The Health Care Share Program at the University of Vermont Medical Center aims to improve access to healthy food for our patients. How? We provide a twelve-week, grant-funded farm share from the farm at Vermont Youth Conservation Corps (VYCC), a nutrition curriculum, cooking demonstrations, and kitchen tools. Now in our second season, the program serves 130 patients at four medical homes in Vermont. A Centers for Disease Control (CDC)-funded study will help us measure the progress of the program through biometric indicators and patient surveys.
Each week, we weave in a nutrition lesson to support the overall goal of helping our patients eat together as a family. This is easier said than done. In my house, we strive to follow the same nutrition curriculum and recipes we ask of our participants. Learning plant-based protein, glycemic index, and food safety has been no problem. Finding time to sit down for a meal together is nearly impossible – and there are only two of us.
Benefits of Eating Together as a Family
While I may not be able to offer the silver bullet for wrangling your family to the dinner table, family mealtime does have its benefits. Studies suggest that family dinners encourage healthy eating habits in children and decrease substance abuse in adolescent boys and girls. There may be developmental benefits as well. Time spent eating as a family has been shown to increase children’s motivation and self-esteem and boost vocabulary. Family mealtime creates space for developing healthy communication, and sharing news and events of the day.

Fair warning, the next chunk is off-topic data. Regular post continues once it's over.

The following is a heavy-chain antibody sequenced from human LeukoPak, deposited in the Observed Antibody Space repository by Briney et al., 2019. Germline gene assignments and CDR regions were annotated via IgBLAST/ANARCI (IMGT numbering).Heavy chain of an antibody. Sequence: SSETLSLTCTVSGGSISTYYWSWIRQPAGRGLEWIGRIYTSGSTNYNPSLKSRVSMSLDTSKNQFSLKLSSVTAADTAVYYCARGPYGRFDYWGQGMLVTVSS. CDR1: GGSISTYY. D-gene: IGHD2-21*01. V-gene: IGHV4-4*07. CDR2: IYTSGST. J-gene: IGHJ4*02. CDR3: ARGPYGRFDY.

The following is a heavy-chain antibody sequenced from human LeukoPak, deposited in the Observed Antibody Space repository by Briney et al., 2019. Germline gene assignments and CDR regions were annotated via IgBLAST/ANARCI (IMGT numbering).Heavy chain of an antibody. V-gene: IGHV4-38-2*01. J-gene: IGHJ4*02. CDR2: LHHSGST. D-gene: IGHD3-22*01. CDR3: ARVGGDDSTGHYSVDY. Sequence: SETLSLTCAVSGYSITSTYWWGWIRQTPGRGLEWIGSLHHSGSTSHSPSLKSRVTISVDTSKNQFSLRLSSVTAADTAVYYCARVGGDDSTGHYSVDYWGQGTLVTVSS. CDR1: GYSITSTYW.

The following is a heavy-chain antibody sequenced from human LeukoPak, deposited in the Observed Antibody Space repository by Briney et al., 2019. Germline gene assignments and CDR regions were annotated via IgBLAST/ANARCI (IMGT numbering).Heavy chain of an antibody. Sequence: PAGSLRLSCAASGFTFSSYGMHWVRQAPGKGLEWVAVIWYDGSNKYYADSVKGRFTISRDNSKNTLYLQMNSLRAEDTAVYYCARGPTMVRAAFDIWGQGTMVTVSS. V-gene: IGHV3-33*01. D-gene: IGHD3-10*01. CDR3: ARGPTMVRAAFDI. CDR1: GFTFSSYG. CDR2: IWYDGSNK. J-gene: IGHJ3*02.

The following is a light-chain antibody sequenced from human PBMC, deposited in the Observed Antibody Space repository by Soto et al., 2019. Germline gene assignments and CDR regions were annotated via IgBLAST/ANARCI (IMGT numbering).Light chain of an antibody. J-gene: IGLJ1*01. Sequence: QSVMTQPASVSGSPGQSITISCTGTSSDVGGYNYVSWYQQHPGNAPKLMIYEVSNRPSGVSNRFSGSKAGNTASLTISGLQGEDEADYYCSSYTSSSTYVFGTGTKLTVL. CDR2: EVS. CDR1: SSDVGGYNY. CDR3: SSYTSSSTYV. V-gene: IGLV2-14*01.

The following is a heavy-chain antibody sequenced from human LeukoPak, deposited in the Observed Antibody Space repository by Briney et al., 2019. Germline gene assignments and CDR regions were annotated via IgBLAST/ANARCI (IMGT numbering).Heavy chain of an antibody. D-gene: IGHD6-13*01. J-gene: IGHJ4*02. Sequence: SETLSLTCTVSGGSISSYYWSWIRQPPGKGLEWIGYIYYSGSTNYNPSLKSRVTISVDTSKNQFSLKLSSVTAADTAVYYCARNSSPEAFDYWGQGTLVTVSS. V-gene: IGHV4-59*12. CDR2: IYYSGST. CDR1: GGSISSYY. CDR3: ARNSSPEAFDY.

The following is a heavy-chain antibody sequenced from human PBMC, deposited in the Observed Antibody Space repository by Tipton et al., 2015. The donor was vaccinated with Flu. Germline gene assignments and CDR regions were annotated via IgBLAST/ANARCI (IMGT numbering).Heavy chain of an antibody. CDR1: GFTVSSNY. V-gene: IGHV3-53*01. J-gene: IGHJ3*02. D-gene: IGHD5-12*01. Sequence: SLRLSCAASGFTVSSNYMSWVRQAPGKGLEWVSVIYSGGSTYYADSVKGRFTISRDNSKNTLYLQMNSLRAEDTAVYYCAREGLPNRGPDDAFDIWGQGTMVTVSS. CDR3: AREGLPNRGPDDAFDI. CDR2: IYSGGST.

3 Steps You Can Take Today
What steps can you take toward encouraging family mealtime?
- Try to turn off the television, leave cell phones in another room, and encourage your children to talk about their day.
- Make it fun, try having an international theme night, cooking the meal together, or supervise your children in cooking one meal a week.
- If work schedules preclude family dinners, try weekend brunch or weekday breakfast.
How we eat plays an important role in developing our own food culture. The Health Care Share Program provides nutrition education; however, actually absorbing these lessons and creating lasting change in dietary patterns is the task at hand. Eating together as a family provides a platform to leverage these lessons to develop healthy cooking and eating habits. Together, we have an opportunity for primary care to influence one of the most important health care choices we make every day: what we eat.
Conner Soderquist is in the Post-Baccalaureate Premedical Program at the University of Vermont. He is a volunteer with the Health Share program and works at the intersection of healthcare and agriculture.